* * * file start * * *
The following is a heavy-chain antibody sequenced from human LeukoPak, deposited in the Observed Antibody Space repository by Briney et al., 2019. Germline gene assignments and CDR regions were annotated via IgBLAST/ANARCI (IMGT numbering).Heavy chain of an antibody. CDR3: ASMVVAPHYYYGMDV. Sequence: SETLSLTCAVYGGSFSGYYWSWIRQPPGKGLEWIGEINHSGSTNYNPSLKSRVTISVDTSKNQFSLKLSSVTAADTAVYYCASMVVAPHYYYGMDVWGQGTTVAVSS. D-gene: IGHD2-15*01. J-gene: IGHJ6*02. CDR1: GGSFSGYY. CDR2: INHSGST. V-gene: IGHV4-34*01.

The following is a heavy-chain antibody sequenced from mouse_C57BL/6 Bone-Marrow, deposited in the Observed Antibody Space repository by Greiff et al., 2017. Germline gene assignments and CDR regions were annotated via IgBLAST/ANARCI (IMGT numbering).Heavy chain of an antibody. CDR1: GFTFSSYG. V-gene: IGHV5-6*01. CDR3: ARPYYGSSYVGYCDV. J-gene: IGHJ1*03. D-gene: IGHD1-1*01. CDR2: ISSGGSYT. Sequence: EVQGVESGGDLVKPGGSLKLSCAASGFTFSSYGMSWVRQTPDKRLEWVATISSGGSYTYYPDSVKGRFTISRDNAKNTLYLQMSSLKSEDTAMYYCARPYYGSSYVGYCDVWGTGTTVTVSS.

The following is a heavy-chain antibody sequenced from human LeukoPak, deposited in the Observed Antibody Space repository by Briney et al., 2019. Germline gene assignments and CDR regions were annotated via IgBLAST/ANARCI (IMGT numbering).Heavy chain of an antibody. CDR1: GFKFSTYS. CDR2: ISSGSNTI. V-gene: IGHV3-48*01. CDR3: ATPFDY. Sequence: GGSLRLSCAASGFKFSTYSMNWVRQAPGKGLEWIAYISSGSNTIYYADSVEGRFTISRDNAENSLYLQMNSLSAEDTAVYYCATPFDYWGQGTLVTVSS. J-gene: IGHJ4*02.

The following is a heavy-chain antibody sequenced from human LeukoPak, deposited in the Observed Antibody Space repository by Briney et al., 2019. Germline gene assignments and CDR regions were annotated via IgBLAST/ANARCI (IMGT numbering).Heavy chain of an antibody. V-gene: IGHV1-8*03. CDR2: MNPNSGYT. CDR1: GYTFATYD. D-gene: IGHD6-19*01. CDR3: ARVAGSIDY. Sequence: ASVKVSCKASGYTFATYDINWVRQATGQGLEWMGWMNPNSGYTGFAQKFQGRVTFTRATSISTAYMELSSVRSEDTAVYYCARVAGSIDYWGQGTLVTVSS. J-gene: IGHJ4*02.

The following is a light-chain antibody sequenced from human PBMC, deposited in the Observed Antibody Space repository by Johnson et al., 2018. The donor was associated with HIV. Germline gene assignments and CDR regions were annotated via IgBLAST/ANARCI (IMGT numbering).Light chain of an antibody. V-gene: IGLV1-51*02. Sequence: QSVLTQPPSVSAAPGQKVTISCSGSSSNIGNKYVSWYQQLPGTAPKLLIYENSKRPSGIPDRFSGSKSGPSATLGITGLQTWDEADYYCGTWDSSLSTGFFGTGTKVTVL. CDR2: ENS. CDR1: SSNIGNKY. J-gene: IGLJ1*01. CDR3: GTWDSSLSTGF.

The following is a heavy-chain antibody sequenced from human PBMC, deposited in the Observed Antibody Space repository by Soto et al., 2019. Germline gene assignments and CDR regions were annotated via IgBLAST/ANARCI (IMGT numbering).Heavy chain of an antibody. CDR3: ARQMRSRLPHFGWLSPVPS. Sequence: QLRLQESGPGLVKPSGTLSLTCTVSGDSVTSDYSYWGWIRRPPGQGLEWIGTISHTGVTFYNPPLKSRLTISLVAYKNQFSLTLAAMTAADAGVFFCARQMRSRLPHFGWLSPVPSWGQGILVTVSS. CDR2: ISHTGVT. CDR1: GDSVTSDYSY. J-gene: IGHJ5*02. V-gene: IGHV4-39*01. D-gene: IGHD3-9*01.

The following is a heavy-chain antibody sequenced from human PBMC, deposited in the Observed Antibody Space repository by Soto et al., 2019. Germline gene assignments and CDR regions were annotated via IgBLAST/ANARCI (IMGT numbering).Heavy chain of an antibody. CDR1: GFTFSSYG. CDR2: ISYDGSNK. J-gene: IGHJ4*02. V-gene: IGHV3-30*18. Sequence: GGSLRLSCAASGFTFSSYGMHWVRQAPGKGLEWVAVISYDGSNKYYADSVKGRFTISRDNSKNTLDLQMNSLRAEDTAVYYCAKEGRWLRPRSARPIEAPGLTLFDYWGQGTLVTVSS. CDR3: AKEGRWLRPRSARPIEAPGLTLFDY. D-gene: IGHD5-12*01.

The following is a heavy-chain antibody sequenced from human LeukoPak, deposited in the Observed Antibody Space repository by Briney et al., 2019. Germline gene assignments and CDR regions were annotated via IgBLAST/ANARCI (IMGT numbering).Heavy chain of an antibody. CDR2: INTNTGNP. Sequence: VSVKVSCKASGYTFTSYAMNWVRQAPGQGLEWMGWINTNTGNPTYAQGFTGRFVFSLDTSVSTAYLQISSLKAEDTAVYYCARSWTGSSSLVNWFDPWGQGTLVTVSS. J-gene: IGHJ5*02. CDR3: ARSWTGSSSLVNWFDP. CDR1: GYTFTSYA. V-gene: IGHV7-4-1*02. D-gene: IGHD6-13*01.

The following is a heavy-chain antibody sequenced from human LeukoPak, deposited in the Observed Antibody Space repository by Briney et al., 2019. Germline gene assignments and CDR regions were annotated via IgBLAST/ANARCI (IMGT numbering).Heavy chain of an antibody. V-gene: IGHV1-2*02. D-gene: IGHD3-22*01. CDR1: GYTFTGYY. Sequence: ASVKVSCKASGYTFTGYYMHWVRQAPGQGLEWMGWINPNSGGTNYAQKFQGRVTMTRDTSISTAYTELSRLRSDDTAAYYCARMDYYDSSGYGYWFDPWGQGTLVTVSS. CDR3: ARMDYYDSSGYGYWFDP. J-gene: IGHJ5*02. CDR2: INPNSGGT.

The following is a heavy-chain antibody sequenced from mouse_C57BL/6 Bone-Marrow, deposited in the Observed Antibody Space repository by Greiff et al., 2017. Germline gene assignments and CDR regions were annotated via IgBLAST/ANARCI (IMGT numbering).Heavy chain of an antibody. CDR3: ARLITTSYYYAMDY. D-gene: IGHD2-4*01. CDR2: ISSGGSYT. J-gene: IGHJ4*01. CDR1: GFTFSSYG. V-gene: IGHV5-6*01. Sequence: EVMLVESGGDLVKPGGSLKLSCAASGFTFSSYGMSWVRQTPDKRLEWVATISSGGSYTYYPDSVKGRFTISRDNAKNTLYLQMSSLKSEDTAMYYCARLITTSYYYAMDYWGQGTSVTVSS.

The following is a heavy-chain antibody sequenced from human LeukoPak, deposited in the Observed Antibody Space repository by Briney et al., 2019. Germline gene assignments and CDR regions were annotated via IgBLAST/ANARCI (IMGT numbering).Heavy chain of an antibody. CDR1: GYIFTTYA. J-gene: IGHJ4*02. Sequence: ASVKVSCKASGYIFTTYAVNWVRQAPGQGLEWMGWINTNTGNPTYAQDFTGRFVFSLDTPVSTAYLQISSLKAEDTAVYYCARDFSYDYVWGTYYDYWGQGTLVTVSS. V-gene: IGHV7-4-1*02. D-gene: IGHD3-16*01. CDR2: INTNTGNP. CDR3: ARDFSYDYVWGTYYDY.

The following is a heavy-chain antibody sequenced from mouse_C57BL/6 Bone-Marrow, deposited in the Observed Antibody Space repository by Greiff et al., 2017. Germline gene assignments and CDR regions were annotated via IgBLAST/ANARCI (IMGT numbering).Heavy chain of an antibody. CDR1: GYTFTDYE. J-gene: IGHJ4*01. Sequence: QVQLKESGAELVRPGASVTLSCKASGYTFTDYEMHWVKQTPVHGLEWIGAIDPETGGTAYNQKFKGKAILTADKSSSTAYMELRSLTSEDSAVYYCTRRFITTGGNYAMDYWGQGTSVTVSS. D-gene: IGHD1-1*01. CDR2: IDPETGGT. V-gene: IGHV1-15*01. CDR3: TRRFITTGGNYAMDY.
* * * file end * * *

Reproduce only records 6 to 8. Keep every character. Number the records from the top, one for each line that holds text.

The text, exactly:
The following is a heavy-chain antibody sequenced from human PBMC, deposited in the Observed Antibody Space repository by Soto et al., 2019. Germline gene assignments and CDR regions were annotated via IgBLAST/ANARCI (IMGT numbering).Heavy chain of an antibody. CDR3: ARQMRSRLPHFGWLSPVPS. Sequence: QLRLQESGPGLVKPSGTLSLTCTVSGDSVTSDYSYWGWIRRPPGQGLEWIGTISHTGVTFYNPPLKSRLTISLVAYKNQFSLTLAAMTAADAGVFFCARQMRSRLPHFGWLSPVPSWGQGILVTVSS. CDR2: ISHTGVT. CDR1: GDSVTSDYSY. J-gene: IGHJ5*02. V-gene: IGHV4-39*01. D-gene: IGHD3-9*01.

The following is a heavy-chain antibody sequenced from human PBMC, deposited in the Observed Antibody Space repository by Soto et al., 2019. Germline gene assignments and CDR regions were annotated via IgBLAST/ANARCI (IMGT numbering).Heavy chain of an antibody. CDR1: GFTFSSYG. CDR2: ISYDGSNK. J-gene: IGHJ4*02. V-gene: IGHV3-30*18. Sequence: GGSLRLSCAASGFTFSSYGMHWVRQAPGKGLEWVAVISYDGSNKYYADSVKGRFTISRDNSKNTLDLQMNSLRAEDTAVYYCAKEGRWLRPRSARPIEAPGLTLFDYWGQGTLVTVSS. CDR3: AKEGRWLRPRSARPIEAPGLTLFDY. D-gene: IGHD5-12*01.

The following is a heavy-chain antibody sequenced from human LeukoPak, deposited in the Observed Antibody Space repository by Briney et al., 2019. Germline gene assignments and CDR regions were annotated via IgBLAST/ANARCI (IMGT numbering).Heavy chain of an antibody. CDR2: INTNTGNP. Sequence: VSVKVSCKASGYTFTSYAMNWVRQAPGQGLEWMGWINTNTGNPTYAQGFTGRFVFSLDTSVSTAYLQISSLKAEDTAVYYCARSWTGSSSLVNWFDPWGQGTLVTVSS. J-gene: IGHJ5*02. CDR3: ARSWTGSSSLVNWFDP. CDR1: GYTFTSYA. V-gene: IGHV7-4-1*02. D-gene: IGHD6-13*01.